Asked if he knew how he does it, Finn told Safer, "I don't know, but it's just that, that's fantastic I can do that."
If this all seems familiar, there?s a reason: five years after the 60 Minutes broadcast, Dustin Hoffman immortalized savants like George in the movie "Rain Man."
Which brings us to that other savant we mentioned: Daniel Tammet. He is an Englishman, who is a 27-year-old math and memory wizard.
"I was born November 8th, 1931," Safer remarks.
"Uh-huh. That's a prime number. 1931. And you were born on a Sunday. And this year, your birthday will be on a Wednesday. And you'll be 75," Tammet tells Safer.
It is estimated there are only 50 true savants living in the world today, and yet none are like Daniel. He is articulate, self-sufficient, blessed with all of the spectacular ability of a savant, but with very little of the disability. Take his math skill, for example.
Asked to multiply 31 by 31 by 31 by 31, Tammet quickly - and accurately - responded with "923,521."
And it?s not just calculating. His gift of memory is stunning. Briefly show him a long numerical sequence and he?ll recite it right back to you. And he can do it backwards, to boot.
That feat is just a warm-up for Daniel Tammet. He first made headlines at Oxford, when he publicly recited the endless sequence of numbers embodied by the Greek letter "Pi." Pi, the numbers we use to calculate the dimensions of a circle, are usually rounded off to 3.14. But its numbers actually go on to infinity.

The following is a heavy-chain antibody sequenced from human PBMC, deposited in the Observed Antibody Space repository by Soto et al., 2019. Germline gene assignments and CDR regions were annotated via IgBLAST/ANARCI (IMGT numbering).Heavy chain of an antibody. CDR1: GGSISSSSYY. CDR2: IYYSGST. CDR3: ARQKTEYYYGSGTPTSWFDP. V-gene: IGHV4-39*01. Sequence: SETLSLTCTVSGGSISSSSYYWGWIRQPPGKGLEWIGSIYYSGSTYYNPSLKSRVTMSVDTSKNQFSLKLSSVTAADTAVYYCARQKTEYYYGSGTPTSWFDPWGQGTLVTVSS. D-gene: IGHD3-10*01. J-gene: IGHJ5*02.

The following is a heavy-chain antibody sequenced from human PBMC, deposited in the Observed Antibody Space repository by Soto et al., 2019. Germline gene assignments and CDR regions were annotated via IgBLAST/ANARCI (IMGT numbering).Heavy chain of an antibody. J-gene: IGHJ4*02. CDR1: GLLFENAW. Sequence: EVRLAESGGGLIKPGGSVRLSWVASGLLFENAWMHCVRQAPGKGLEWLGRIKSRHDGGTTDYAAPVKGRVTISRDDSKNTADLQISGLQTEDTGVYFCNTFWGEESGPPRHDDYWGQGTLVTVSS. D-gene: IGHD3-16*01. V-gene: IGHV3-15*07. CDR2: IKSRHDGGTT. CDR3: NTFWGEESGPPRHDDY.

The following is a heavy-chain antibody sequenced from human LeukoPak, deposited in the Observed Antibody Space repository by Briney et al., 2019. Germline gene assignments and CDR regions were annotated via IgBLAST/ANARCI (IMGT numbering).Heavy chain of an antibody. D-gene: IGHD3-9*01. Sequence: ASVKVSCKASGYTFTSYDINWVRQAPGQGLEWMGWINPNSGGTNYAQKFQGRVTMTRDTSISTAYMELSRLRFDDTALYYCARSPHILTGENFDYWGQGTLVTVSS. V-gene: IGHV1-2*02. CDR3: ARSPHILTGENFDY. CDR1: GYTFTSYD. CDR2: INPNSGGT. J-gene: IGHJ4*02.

Daniel studied the sequence - a thousand numbers to a page.
"And I would sit and I would gorge on them. And I would just absorb hundreds and hundreds at a time," he tells Safer.
It took him several weeks to prepare and then Daniel headed to Oxford, where with number crunchers checking every digit, he opened the floodgates of his extraordinary memory.
Tammet says he was able to recite, in a proper order, 22,514 numbers. It took him over five hours and he did it without a single mistake.
Scientists say a memory feat like this is truly extraordinary. Dr. V.S. Ramachandran and his team at the California Center for Brain Study tested Daniel extensively after his Pi achievement.
What did he make of him?
"I was surprised at how articulate and intelligent he was, and was able to interact socially and introspect on his own-abilities," says Dr. Ramachandran.